This award was presented by the Delaware Coalition for Open Government, Delaware Press Association, the League of Women Voters of Delaware, and the League of Women Voters of New Castle County to recognize CEDP’s effectiveness is advocating for meaningful reform in Delaware’s system of court-imposed fines and fees.
August 3, 2022—Wilmington chosen as a new member of “Cities and Counties for Fine & Fee Justice” network at the national Fines and Fees Justice Center
This leadership network is “pursuing innovative local solutions to reform fines and fees.” Through the efforts of CEDP, Wilmington was selected for its efforts at rethinking its reliance on fines and fees revenue and is implementing reforms that support public safety and economic prosperity for all of their residents. Wilmington is represented in this network by Lynne Kielhorn and Ken Grant.
See the national Fines and Fees Justice Center press release.
Use of fines and fees leading to debtors’ prisons is a problem nationwide (see The Problem). But the effort for reform is nationwide as well. Here are some examples:
– The Santa Fe City Council approved an ordinance to limit debt-based driver’s license suspensions.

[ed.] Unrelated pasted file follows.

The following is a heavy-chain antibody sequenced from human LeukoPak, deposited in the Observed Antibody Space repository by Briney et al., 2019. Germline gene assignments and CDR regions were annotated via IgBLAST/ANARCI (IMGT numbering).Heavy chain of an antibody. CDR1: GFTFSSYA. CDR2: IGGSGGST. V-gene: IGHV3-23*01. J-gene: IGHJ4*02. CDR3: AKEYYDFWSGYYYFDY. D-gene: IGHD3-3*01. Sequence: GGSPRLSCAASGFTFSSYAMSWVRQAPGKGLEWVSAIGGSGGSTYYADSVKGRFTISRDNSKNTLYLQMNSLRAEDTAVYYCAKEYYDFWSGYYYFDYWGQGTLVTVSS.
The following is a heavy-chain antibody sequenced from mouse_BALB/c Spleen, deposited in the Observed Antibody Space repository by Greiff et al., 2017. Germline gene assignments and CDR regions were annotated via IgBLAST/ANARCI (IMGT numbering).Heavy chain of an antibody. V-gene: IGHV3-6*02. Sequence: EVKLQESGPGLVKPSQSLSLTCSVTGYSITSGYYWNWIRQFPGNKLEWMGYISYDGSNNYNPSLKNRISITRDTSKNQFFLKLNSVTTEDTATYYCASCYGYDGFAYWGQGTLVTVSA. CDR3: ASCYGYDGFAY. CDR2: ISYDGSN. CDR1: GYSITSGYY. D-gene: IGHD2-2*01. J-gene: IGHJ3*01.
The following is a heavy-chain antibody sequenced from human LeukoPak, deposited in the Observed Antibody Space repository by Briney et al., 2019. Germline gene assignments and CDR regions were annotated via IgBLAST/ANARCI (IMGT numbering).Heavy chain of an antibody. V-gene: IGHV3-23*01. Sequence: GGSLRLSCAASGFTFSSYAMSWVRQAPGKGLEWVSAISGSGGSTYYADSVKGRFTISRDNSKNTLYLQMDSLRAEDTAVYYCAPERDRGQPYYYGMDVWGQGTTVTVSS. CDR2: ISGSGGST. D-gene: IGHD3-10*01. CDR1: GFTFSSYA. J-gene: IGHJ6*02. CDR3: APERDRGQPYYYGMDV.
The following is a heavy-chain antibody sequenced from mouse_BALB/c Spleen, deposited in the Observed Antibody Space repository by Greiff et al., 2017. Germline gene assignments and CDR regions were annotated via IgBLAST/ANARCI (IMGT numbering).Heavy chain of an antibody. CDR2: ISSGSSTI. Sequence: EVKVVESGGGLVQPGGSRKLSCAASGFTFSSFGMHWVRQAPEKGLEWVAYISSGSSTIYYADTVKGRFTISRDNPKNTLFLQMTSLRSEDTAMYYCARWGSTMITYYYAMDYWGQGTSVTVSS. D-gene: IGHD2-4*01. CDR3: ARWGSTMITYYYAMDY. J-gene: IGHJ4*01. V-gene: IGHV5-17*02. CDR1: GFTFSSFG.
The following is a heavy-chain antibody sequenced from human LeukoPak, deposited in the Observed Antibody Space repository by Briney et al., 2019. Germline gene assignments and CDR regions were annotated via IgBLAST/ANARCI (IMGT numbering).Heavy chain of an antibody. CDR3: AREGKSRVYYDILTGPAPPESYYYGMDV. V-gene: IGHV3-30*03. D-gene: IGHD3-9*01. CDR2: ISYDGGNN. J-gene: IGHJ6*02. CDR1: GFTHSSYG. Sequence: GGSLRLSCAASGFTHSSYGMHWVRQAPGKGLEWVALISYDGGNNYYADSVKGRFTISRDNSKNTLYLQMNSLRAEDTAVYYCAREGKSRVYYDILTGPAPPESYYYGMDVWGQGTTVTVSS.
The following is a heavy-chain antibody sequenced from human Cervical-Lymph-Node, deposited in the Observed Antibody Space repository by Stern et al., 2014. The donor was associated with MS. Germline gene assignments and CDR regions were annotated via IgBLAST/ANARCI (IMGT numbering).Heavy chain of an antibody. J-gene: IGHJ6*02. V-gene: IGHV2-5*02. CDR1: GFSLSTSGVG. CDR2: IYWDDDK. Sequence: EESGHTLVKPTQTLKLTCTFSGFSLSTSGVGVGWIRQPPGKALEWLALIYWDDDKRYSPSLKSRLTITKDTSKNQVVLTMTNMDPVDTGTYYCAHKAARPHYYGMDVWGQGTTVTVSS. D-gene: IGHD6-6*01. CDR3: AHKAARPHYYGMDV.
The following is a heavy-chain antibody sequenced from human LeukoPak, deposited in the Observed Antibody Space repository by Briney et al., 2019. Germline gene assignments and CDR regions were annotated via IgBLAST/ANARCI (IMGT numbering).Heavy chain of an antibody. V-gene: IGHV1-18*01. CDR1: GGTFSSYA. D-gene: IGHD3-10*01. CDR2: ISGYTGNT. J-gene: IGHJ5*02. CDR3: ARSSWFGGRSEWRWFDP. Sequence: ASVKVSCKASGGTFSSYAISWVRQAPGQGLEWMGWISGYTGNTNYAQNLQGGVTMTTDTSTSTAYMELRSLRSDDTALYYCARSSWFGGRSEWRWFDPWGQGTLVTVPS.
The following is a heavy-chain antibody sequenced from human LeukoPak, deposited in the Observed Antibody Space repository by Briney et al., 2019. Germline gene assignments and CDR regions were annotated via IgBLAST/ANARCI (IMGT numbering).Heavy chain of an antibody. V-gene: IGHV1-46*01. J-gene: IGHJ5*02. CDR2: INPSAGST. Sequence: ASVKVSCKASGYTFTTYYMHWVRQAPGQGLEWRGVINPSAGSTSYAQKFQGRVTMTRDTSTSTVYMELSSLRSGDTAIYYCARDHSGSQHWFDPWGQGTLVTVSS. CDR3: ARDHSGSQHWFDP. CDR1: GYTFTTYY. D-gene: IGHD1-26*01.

– The New Mexico House passed a bill to stop imposition of uncollectible fees, i.e., fees imposed on indigent defendants unable to pay.
– The Nevada legislature decriminalized minor traffic violations.
More broadly, the National Center for Access to Justice reports that there is “some cause for optimism” because almost every reform policy represented in the Center’s primary justice benchmarks “has been adopted in at least one state, meaning that states seeking to do better need not invent new policies whole cloth. They can simply look to what other states are doing to adopt more rights-respecting policies.” Further, the Center reports that in the two years between the beginning of their research into fines and fees policies and their 2022 update, “more than a dozen states took steps to eliminate fees, end harsh punishments for failure to pay, or otherwise improve their fines and fees policies. There is tremendous momentum for reform.”
Read more about reforms and successes in other states at the Fines and Fees Justice Center and the National Center for Access to Justice.
Find out how you can take action with our campaign!